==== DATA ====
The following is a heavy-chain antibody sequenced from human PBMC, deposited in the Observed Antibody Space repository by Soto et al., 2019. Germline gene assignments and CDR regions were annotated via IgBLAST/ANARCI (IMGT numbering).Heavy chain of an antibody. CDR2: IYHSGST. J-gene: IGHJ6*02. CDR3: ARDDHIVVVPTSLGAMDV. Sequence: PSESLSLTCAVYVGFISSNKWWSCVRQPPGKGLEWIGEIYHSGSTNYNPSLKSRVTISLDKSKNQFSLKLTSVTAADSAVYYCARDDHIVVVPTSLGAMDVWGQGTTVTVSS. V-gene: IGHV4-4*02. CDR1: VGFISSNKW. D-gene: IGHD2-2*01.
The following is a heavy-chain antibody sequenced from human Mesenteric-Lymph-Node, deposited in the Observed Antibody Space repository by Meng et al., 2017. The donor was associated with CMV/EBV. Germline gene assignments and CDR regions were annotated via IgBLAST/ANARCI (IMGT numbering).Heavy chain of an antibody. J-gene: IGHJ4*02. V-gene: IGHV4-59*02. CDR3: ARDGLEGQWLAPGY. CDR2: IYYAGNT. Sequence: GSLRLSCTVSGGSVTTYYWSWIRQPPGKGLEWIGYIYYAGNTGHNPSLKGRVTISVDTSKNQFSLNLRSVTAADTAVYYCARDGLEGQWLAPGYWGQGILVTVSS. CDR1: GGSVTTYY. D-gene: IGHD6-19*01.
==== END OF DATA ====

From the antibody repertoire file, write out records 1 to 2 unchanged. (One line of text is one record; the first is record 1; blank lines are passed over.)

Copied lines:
The following is a heavy-chain antibody sequenced from human PBMC, deposited in the Observed Antibody Space repository by Soto et al., 2019. Germline gene assignments and CDR regions were annotated via IgBLAST/ANARCI (IMGT numbering).Heavy chain of an antibody. CDR2: IYHSGST. J-gene: IGHJ6*02. CDR3: ARDDHIVVVPTSLGAMDV. Sequence: PSESLSLTCAVYVGFISSNKWWSCVRQPPGKGLEWIGEIYHSGSTNYNPSLKSRVTISLDKSKNQFSLKLTSVTAADSAVYYCARDDHIVVVPTSLGAMDVWGQGTTVTVSS. V-gene: IGHV4-4*02. CDR1: VGFISSNKW. D-gene: IGHD2-2*01.
The following is a heavy-chain antibody sequenced from human Mesenteric-Lymph-Node, deposited in the Observed Antibody Space repository by Meng et al., 2017. The donor was associated with CMV/EBV. Germline gene assignments and CDR regions were annotated via IgBLAST/ANARCI (IMGT numbering).Heavy chain of an antibody. J-gene: IGHJ4*02. V-gene: IGHV4-59*02. CDR3: ARDGLEGQWLAPGY. CDR2: IYYAGNT. Sequence: GSLRLSCTVSGGSVTTYYWSWIRQPPGKGLEWIGYIYYAGNTGHNPSLKGRVTISVDTSKNQFSLNLRSVTAADTAVYYCARDGLEGQWLAPGYWGQGILVTVSS. CDR1: GGSVTTYY. D-gene: IGHD6-19*01.